Twenty-four hour news cycles are messy and chaotic, almost never fully summarizing the zeitgeist of the moment. But today is one of those rare days where the news cycle perfectly embodies the tectonic shifts in American politics — and the friction that comes from such shifts.
In the last day, we’ve learned that America has reached a demographic tipping point. For the first time in history, there are more minority births than white births in the United States, meaning we’re closer than ever to becoming a majority minority nation.
At almost exactly the same time these numbers were being released, a top Republican lawmaker, U.S. Rep. Mike Coffman, R-Colo., was making national headlines with a leaked audio recording of him publicly declaring that the first African-American president is “not an American.” Here’s the audio and full quote from Coffman’s remarks at a Republican fundraiser:
“I don’t know whether Barack Obama was born in the United States of America. I don’t know that. But I do know this, that in his heart, he’s not an American. He’s just not an American.”
Coffman has since issued a non-apology apology, saying that while he misspoke in questioning Obama’s birth certificate, he stands by his “not an American” declaration because Obama doesn’t “share my belief in American Exceptionalism — his policies reflect a philosophy that America is but one nation among many equals.”
It’s a deft misdirect — caught on tape making a nakedly demagogic play to White America’s reflexive fears of the “other” (in this case, denigrating a minority president as literally the “other” — i.e., a non-American), Coffman is pretending he was merely voicing his disagreement with Obama’s foreign policy. But don’t be fooled: The nation’s shifting demographics, as epitomized by today’s census numbers, is exactly what this is all about.
Coffman is running in a newly redrawn suburban Denver congressional district — one that is expected to be among the most contested in the 2012 election. Following the larger Republican strategy of racial fear-mongering, he’s spent the last year following in the footsteps of his anti-immigrant predecessor, U.S. Rep. Tom Tancredo, championing legislation to repeal parts of the Voting Rights Act and prevent non-English ballots and end birthright citizenship for immigrants.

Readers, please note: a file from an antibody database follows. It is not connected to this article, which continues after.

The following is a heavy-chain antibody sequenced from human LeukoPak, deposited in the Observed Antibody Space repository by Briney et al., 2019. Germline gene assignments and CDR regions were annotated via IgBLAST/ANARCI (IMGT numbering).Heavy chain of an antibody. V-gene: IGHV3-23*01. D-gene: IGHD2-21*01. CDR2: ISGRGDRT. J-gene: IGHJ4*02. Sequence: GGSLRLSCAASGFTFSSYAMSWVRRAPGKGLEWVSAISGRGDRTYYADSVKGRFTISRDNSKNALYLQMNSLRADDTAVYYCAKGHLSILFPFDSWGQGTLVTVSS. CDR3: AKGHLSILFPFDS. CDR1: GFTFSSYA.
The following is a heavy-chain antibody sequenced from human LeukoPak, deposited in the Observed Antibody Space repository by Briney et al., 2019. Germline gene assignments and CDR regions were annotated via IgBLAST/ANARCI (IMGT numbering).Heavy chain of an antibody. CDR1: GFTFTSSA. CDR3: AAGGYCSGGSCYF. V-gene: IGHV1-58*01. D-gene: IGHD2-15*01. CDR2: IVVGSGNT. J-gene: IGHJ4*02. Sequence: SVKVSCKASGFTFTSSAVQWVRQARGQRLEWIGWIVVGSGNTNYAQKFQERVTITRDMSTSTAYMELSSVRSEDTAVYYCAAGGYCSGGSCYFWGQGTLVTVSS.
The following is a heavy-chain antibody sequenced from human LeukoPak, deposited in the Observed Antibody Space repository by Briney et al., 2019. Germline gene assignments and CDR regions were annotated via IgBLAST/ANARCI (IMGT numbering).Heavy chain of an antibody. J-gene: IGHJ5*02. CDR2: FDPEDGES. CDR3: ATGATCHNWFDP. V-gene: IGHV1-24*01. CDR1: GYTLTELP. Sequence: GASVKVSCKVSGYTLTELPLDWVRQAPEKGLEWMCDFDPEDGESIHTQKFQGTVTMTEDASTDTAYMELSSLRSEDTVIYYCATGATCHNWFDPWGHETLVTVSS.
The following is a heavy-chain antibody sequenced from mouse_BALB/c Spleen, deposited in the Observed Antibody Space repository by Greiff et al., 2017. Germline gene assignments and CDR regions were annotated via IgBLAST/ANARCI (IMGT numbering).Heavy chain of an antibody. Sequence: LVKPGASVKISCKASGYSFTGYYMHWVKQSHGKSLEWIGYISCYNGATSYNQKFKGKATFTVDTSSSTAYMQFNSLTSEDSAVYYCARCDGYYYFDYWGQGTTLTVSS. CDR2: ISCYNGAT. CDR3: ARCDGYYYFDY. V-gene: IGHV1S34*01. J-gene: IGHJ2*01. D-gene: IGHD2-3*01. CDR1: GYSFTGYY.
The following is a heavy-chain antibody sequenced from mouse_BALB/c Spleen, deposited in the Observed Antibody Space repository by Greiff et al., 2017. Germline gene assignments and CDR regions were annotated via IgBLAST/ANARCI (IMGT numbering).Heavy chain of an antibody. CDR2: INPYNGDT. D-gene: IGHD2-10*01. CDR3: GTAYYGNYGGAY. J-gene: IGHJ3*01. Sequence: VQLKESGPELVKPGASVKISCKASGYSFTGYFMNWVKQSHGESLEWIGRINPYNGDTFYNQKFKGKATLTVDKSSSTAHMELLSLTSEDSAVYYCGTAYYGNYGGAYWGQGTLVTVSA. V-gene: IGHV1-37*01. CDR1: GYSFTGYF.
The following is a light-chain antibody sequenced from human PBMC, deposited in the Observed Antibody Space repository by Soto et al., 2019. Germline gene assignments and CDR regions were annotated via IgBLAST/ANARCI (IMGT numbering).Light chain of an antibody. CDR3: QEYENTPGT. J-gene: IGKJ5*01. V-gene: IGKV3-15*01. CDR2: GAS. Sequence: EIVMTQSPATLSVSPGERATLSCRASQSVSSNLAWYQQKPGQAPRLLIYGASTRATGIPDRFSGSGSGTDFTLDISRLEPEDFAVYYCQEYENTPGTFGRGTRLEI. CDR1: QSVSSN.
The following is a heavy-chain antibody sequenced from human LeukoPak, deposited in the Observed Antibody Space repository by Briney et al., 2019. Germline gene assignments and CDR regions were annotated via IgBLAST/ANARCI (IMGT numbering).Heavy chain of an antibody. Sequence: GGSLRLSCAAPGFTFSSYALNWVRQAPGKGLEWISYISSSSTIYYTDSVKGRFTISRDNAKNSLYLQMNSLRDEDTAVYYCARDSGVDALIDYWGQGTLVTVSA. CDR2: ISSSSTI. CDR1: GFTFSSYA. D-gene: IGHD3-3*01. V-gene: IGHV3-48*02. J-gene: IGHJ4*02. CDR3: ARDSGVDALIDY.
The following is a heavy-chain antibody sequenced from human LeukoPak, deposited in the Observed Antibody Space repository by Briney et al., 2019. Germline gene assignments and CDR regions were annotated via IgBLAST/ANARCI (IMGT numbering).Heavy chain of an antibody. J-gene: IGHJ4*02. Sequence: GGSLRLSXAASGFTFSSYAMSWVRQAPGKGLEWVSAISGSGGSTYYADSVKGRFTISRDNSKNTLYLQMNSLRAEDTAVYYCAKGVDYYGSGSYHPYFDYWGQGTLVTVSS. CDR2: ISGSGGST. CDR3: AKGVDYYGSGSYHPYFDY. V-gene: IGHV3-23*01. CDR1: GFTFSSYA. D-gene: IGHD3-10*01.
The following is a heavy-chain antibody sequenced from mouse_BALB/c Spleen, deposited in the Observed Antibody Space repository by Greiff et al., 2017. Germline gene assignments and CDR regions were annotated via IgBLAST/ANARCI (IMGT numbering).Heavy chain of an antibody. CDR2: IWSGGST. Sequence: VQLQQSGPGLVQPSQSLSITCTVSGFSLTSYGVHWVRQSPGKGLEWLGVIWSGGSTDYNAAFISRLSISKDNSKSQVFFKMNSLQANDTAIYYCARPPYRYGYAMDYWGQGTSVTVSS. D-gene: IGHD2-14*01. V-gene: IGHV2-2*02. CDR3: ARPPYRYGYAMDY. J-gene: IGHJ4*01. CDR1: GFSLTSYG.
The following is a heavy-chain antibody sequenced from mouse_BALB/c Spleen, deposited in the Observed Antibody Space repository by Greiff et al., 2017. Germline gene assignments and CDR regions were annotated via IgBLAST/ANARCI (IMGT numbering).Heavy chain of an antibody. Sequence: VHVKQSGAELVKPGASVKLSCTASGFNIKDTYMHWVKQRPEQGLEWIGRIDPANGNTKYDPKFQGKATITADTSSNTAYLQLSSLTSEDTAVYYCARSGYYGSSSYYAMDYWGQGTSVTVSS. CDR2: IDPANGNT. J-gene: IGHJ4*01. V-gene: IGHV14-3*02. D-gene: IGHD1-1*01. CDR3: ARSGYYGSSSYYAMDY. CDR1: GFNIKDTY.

Put Coffman’s record together with his attack on Obama (an attack that has become all too common among top GOP leaders), add in the fact that his GOP neighbor U.S. Rep. Doug Lamborn recently made headlines calling the president a “tar baby,” and remember the GOP’s successful opposition last week to a high-profile civil unions bill. It becomes clear that even in the swingiest of swing states, the national Republican Party sees its path to victory as one that eschews inclusiveness and equal rights, and instead stirs fears and resentment over the quickly changing definition of Americanness.
Ultimately, that’s what all the debates over almost every policy really comes down to. We can tell ourselves we’re fighting over taxes or contraception or abortion or gay rights or immigration or food stamps — and at one level, we most certainly are. But when policy disagreements become a justification for Republicans to claim an opponent isn’t a fellow countryman, it’s clear what we’re really fighting over is the root idea of “American.” Looked at this way, almost every policy battle has been transformed into a proxy in a Republican war to define “American” as white, straight, male and wealthy — an us-versus-them war being waged ever more intensely in 2012 because changing demographics threaten to define the term on far different terms.
We can thank today’s news cycle for making that war so crystal clear; at least it’s now painfully obvious what this moment’s political conflict is truly all about.